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Re: UTF-8 signature / BOM in CSS

From: Etan Wexler <ewexler@stickdog.com>
Date: Fri, 5 Dec 2003 13:30:37 -0800
Cc: Richard Ishida <ishida@w3.org>, www-international@w3.org, w3c-css-wg@w3.org, w3c-i18n-ig@w3.org, www-style@w3.org
To: Tex Texin <tex@i18nguy.com>
Message-Id: <44948884-276A-11D8-9E7C-000502CB1B77@stickdog.com>

Tex Texin wrote to>, <mailto:www-international@w3.org>, 
<mailto:w3c-css-wg@w3.org>, <mailto:w3c-i18n-ig@w3.org>, and 
<mailto:www-style@w3.org> on 2 December 2003 in "Re: UTF-8 signature / 
BOM in CSS" (<mid:3FCD6609.7C5A8F4F@i18nguy.com>):

> I am not sure I would agree with stripping non-characters. I would
> rather reject documents with junk in them than silently clean them up.

I used to be of the junk-rejection mentality. Ian Hickson, time, and 
probably some brain-altering medication have convinced me of the case 
for parsing at all costs.

> In the case of the UTF-8 BOM, I would not object to simply stripping 
> it,
> but it does seem odd to not make use of the information about the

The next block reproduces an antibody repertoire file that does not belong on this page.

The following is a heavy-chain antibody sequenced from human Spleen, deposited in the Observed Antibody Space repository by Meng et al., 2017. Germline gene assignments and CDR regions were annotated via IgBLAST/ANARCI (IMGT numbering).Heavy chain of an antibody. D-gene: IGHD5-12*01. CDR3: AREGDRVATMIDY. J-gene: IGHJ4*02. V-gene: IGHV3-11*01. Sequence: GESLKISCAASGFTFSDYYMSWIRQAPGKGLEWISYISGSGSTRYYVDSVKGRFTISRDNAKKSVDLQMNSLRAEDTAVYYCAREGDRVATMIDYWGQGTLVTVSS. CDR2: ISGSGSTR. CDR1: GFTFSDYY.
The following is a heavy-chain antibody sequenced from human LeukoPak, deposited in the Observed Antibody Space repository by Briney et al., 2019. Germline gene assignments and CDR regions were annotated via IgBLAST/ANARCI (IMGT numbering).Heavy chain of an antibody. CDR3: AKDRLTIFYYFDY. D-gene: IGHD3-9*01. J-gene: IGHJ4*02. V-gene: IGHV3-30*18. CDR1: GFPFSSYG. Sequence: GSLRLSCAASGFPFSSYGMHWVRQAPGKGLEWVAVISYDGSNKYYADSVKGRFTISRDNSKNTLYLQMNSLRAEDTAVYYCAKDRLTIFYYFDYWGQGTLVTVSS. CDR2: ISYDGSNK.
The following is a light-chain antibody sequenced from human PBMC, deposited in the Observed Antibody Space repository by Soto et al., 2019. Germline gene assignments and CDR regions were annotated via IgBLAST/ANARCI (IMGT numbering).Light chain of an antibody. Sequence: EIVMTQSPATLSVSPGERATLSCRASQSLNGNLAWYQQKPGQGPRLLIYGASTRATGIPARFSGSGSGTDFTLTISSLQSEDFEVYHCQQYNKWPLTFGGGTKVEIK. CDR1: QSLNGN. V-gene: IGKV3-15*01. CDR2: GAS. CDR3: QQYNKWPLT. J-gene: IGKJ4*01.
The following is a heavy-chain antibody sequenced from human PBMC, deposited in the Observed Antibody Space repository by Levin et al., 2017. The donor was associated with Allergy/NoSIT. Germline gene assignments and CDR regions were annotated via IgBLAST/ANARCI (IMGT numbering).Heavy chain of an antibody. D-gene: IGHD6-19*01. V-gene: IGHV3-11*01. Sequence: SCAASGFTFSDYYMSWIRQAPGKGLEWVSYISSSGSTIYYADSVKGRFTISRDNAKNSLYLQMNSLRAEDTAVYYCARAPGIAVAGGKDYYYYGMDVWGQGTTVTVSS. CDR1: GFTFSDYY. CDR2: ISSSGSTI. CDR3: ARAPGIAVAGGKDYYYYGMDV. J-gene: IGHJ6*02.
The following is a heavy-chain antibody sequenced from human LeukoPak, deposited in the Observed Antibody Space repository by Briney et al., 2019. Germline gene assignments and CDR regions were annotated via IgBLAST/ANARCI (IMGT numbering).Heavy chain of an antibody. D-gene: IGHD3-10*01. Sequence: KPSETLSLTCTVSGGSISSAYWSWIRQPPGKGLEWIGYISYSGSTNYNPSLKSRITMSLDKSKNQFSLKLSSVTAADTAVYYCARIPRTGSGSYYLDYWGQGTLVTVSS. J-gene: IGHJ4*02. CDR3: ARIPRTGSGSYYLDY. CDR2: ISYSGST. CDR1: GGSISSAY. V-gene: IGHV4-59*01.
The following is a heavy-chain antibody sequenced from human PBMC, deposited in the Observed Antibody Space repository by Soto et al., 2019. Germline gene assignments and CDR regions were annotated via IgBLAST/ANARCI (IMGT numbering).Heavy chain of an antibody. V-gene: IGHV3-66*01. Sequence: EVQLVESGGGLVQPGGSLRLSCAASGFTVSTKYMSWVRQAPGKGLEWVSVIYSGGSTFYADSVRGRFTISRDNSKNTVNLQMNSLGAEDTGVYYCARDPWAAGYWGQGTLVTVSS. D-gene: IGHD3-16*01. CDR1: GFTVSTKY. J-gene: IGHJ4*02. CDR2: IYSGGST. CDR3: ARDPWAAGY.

> document's encoding and odder still to not use the information about
> endian-ness in a UTF-16 encoded document.

I assumed that the CSS engine would make use of out-of-band information 
to indicate the detected encoding scheme. Or the CSS engine would 
internally convert style sheets' encodings to a single chosen encoding 
(say, UTF-16BE). Or the CSS engine would parse bytes into 
encoding-independent character objects. The CSS engine would then pass 
these character objects to the tokenizer, with the original encoding 
scheme becoming irrelevant to understanding the CSS.

> Also stripping it in the case
> of UTF-16 would eliminate useful information from a CSS document.

I intend to strip the BOM only for internal purposes. That is, the CSS 
engine strips the BOM from the style sheet in order to normalize the 
input fed to the tokenizer. As stated, the encoding scheme should 
either be flagged out of band or be made irrelevant by the particulars 
of the implementation. Interfacing with the outside world has separate 
concerns, one of which is to preserve any encoding signature. Again, 
the BOM is not necessary internally. A CSS editor could note the 
encoding scheme of a style sheet, work with the style sheet's 
constructs, and add appropriate encoding signatures upon serialization.

> To answer your question about other BOMs, they are all based on U+FEFF,
> but they exist for
> UTF-16, UTF-32, and SCSU (Unicode compression).
>
> I have a list with more detail here:
> http://www.i18nguy.com/unicode/c-unicode.html#BOM
>
> and the Unicode Consortium has a FAQ on UTF-8 and the BOM at:
> http://www.unicode.org/faq/utf_bom.html

They're not just based on U+FEFF, they are U+FEFF. There are various 
byte sequences, yes, but each encodes the same character.

-- 
Etan Wexler.
Received on Friday, 5 December 2003 16:30:07 GMT

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